Business owners who sell all or part of their business can benefit from paying less Capital Gains Tax by using Business Asset Disposal Relief.
Business Asset Disposal Relief opens in new window (also known as BADR) was previously known as Entrepreneurs’ Relief.
Using BADR, business owners can reduce their Capital Gains Tax (also known as CGT) bill when they sell all or part of their business.
Capital Gains Tax opens in new window is the tax payable on the profit of an asset that is sold and has increased in value.
Business Asset Disposal Relief explained
Business Asset Disposal Relief only applies to individuals disposing of business assets.
It does not apply to companies generally.
Those who qualify for BADR pay 10% Capital Gains Tax when selling all or part of their business.
Without the relief, CGT is up to 28%.
There was previously a £10 million lifetime of gains through BADR when it was known as Entrepreneurs’ Relief.
The lifetime limit was lowered to £1 million opens in new window, and the relief was renamed in the March 2020 Budget.
What assets qualify for Business Asset Disposal Relief?
Business assets that qualify for Business Asset Disposal Relief are:
- all or part of a business run by a sole trader opens in new window or business partners opens in new window
- shares or securities in a company
- shares from an Enterprise Management Incentive (EMI) opens in new window.
Who can claim Business Asset Disposal Relief?
If you’re selling all or part of your business or you’re closing the company, you must be the following to qualify for BADR:
- a sole trader or business partner for at least two years
- you’ve owned the company for at least two years.
If you’re closing your business, you must also dispose of the business assets within three years.
Those selling shares or securities opens in new window qualify for BADR if the following apply for at least two years until the date the shares sell:
- you’re an employee or office holder of the company (or one in the same group)
- the company’s main activities are in trading, or it’s the holding company of a trading group.
Read the complete government guidance on eligibility for Business Asset Disposal Relief opens in new window.
How to claim Business Asset Disposal Relief
You can claim BADR using a Self Assessment tax return opens in new window or by completing section A of the Business Asset Disposal Relief help sheet opens in new window.
Claims for BADR must be made by the 31st of January, one year from the end of the tax year in which the business disposal took place.
Under the current rules, deadline dates are as follows:
|Tax year business closed or sold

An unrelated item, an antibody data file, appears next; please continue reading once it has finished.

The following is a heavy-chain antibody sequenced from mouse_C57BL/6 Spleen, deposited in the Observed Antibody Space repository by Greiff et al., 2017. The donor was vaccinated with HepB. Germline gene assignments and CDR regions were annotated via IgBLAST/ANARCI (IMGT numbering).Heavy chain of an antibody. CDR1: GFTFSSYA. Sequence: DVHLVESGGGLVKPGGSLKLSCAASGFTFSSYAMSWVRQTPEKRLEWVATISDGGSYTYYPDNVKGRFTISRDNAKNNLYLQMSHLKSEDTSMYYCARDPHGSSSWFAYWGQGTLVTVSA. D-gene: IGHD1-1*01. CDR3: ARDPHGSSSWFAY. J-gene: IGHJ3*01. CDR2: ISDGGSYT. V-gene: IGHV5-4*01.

|Deadline to claim BADR
|31 January, 2028
|31 January, 2027
|31 January, 2026
|31 January, 2025
|31 January, 2024
|31 January, 2023
BADR has a lifetime cap of £1 million of gains.
You can make several claims up to the £1 million limit.
If you exceed the £1 million limit, you will pay the regular rate of CGT.
If all your gains qualify for Business Asset Disposal Relief, the government provides the following instructions opens in new window for working out how much Capital Gain Tax you will pay:
- work out the gain opens in new window for all qualifying assets
- add together the gains (and deduct qualifying losses opens in new window) to work out the total taxable gain eligible for BADR
- deduct your tax-free allowance opens in new window
- you’ll pay 10% tax on what’s left.
To ensure you receive the full amount of relief you are entitled to, you might find it helpful to speak to a professional accountant opens in new window to help you work out and make a claim for Business Disposal Asset Relief.
What is Investors’ Relief?
Former chancellor George Osborne announced Investors’ Relief in the government’s March 2016 Budget opens in new window.
Investors’ Relief encouraged more people to invest in unquoted UK businesses that are not eligible for BADR or the Enterprise Investment Scheme opens in new window (EIS) and Seed Enterprise Investment Scheme opens in new window (SEIS) tax relief initiatives for business investors.
Investors’ Relief means eligible individuals pay 10% Capital Gains Tax instead of up to 28%.
It draws elements from BADR and EIS/SEIS, but it is a separate relief with a separate lifetime limit of £10 million of gains.
It is aimed at external investors rather than an employee or company officers.
The relief applies to the disposal of ordinary shares in a trading company not listed on a recognised stock exchange.
Shares in companies listed on the alternative investment market (AIM) qualify for Investors’ Relief because they are classified as unlisted under the scheme.
To qualify, the shares must have been issued on or after the 17th of March, 2016 and disposed of on or after the 6th of April, 2019.
The shares must also have been owned for at least three years at the time of disposal.
The relief does not apply if the shares owner or anyone connected to them is an employee of the company opens in new window or another company connected to it.
Connected people include business partners, the individual’s spouse, civil partner, brother or sister, or a relative’s civil partner or spouse.
The lifetime gains limit for Investors’ Relief is £10 million, compared to £1 million for BADR.
You must claim HM Revenue & Customs (HMRC) by the first anniversary of 31st January following the end of the tax year in which the qualifying disposal takes place.
You can claim for Investors’ Relief using a Self Assessment tax return opens in new window.
If that is not possible, you can write to HMRC with the information outlined in the full government guidance for Investors’ Relief opens in new window.
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